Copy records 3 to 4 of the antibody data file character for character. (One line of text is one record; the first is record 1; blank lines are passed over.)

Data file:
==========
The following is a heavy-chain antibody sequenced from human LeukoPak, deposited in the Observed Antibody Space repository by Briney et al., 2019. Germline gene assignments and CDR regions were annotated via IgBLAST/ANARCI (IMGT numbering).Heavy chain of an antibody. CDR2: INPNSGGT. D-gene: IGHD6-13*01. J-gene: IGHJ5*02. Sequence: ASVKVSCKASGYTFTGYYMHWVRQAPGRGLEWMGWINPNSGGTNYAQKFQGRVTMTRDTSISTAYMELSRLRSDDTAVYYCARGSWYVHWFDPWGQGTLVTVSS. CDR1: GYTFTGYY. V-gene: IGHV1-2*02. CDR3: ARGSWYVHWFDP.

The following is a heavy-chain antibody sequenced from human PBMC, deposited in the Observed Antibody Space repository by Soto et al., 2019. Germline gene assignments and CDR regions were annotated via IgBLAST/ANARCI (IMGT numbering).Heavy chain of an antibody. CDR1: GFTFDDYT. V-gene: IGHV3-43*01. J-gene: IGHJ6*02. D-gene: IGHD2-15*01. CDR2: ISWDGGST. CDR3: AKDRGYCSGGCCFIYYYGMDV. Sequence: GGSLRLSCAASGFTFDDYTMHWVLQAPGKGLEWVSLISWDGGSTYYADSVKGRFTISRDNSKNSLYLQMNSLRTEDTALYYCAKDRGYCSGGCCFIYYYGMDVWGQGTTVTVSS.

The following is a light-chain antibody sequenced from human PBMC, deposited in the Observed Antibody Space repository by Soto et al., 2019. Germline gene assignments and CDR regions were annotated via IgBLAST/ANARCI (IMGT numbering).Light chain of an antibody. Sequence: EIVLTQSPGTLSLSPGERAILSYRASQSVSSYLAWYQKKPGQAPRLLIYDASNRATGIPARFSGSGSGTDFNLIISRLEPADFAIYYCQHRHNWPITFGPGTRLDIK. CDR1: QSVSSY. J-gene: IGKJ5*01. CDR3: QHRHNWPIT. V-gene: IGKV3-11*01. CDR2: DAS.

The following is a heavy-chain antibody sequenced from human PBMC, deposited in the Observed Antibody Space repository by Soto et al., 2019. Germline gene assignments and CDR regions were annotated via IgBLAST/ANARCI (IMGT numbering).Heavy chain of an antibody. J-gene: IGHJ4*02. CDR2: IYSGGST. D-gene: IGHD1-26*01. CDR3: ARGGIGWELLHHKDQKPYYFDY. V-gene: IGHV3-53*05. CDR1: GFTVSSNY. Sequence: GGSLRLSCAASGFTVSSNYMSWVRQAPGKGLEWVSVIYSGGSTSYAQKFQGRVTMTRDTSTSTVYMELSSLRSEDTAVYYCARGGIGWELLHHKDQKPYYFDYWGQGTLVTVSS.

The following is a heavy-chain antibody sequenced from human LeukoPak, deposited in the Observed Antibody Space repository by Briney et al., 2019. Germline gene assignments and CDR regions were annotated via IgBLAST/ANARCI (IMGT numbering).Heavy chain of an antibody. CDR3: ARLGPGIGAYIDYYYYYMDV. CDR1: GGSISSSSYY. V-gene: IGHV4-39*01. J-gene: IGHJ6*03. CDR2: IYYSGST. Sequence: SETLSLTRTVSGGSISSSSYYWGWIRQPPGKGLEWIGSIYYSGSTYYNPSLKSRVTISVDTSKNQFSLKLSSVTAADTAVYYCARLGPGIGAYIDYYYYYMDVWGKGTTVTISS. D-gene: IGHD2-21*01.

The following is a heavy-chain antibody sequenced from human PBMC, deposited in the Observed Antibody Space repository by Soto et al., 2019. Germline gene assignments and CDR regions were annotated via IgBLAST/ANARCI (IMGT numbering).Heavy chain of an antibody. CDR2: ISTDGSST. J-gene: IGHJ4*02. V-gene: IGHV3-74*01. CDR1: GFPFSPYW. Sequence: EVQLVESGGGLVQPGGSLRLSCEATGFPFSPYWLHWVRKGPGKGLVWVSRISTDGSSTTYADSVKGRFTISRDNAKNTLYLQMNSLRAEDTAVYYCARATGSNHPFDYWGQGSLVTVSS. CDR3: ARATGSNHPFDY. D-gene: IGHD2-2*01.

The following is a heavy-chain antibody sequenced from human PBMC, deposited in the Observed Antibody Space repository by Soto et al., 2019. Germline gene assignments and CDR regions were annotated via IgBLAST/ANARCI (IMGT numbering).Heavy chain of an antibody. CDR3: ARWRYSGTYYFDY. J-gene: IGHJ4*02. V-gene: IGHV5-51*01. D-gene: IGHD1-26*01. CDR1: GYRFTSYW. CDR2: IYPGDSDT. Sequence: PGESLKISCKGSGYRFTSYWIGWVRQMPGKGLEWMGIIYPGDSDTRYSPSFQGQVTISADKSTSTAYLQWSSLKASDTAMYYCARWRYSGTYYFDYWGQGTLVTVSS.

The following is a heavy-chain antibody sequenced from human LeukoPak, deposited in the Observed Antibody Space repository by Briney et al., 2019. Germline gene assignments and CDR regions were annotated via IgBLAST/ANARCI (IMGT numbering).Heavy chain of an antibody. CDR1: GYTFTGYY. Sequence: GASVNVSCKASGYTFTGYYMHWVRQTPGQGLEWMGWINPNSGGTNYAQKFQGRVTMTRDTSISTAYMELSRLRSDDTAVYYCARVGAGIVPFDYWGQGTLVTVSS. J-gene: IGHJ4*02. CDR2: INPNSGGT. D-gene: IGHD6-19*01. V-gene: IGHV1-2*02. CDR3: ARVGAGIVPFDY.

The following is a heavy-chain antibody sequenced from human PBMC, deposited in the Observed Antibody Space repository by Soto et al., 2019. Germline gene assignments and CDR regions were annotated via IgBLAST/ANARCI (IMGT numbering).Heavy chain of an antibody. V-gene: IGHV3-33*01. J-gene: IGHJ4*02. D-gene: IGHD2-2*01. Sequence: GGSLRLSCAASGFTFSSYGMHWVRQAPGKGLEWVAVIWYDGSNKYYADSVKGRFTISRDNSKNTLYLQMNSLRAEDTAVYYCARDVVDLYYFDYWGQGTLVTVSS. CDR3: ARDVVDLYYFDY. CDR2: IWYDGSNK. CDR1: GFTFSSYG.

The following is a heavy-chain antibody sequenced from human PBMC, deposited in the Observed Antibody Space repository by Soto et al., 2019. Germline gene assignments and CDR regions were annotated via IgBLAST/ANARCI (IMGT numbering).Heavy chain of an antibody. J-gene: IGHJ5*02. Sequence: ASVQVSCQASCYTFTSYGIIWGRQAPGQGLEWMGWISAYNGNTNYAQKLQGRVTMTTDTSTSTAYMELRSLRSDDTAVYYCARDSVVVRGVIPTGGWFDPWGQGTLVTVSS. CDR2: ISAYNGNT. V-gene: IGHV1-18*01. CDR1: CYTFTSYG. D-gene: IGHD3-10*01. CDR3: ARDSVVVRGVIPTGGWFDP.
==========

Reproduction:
The following is a light-chain antibody sequenced from human PBMC, deposited in the Observed Antibody Space repository by Soto et al., 2019. Germline gene assignments and CDR regions were annotated via IgBLAST/ANARCI (IMGT numbering).Light chain of an antibody. Sequence: EIVLTQSPGTLSLSPGERAILSYRASQSVSSYLAWYQKKPGQAPRLLIYDASNRATGIPARFSGSGSGTDFNLIISRLEPADFAIYYCQHRHNWPITFGPGTRLDIK. CDR1: QSVSSY. J-gene: IGKJ5*01. CDR3: QHRHNWPIT. V-gene: IGKV3-11*01. CDR2: DAS.

The following is a heavy-chain antibody sequenced from human PBMC, deposited in the Observed Antibody Space repository by Soto et al., 2019. Germline gene assignments and CDR regions were annotated via IgBLAST/ANARCI (IMGT numbering).Heavy chain of an antibody. J-gene: IGHJ4*02. CDR2: IYSGGST. D-gene: IGHD1-26*01. CDR3: ARGGIGWELLHHKDQKPYYFDY. V-gene: IGHV3-53*05. CDR1: GFTVSSNY. Sequence: GGSLRLSCAASGFTVSSNYMSWVRQAPGKGLEWVSVIYSGGSTSYAQKFQGRVTMTRDTSTSTVYMELSSLRSEDTAVYYCARGGIGWELLHHKDQKPYYFDYWGQGTLVTVSS.